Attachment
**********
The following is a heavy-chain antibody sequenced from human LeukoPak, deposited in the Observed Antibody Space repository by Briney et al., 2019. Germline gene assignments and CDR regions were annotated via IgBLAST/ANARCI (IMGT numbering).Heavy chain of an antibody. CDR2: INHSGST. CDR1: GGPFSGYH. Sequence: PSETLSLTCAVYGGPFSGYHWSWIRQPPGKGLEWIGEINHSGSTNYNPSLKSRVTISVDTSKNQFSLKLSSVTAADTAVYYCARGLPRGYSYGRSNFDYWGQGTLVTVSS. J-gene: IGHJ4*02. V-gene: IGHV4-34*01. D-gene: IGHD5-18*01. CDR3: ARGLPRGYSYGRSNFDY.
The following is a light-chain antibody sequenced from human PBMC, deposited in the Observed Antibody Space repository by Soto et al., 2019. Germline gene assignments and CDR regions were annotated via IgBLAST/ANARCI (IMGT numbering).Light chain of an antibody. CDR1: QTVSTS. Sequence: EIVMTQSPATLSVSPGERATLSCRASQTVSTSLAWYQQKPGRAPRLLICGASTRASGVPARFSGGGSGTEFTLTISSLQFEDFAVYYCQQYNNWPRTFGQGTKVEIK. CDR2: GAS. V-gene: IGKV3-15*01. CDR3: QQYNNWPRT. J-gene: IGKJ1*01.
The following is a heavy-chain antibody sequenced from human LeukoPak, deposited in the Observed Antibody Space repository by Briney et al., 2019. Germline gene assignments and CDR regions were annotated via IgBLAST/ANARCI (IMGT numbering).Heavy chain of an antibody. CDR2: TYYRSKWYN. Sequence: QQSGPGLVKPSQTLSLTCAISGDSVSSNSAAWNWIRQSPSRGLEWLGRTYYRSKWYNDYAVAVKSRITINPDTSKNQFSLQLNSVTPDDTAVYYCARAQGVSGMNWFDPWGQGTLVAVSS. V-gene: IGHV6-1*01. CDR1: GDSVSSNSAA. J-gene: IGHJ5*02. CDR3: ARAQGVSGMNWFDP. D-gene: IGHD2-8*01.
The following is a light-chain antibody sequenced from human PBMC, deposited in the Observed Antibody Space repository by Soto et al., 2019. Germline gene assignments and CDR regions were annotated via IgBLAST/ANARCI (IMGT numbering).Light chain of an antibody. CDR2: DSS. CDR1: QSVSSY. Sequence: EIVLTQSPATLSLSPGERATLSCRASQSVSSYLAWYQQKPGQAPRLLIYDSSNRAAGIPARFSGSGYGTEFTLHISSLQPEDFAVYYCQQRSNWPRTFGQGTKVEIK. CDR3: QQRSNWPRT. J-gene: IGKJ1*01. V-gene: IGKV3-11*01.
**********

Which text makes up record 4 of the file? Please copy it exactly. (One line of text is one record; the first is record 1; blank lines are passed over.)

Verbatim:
The following is a light-chain antibody sequenced from human PBMC, deposited in the Observed Antibody Space repository by Soto et al., 2019. Germline gene assignments and CDR regions were annotated via IgBLAST/ANARCI (IMGT numbering).Light chain of an antibody. CDR2: DSS. CDR1: QSVSSY. Sequence: EIVLTQSPATLSLSPGERATLSCRASQSVSSYLAWYQQKPGQAPRLLIYDSSNRAAGIPARFSGSGYGTEFTLHISSLQPEDFAVYYCQQRSNWPRTFGQGTKVEIK. CDR3: QQRSNWPRT. J-gene: IGKJ1*01. V-gene: IGKV3-11*01.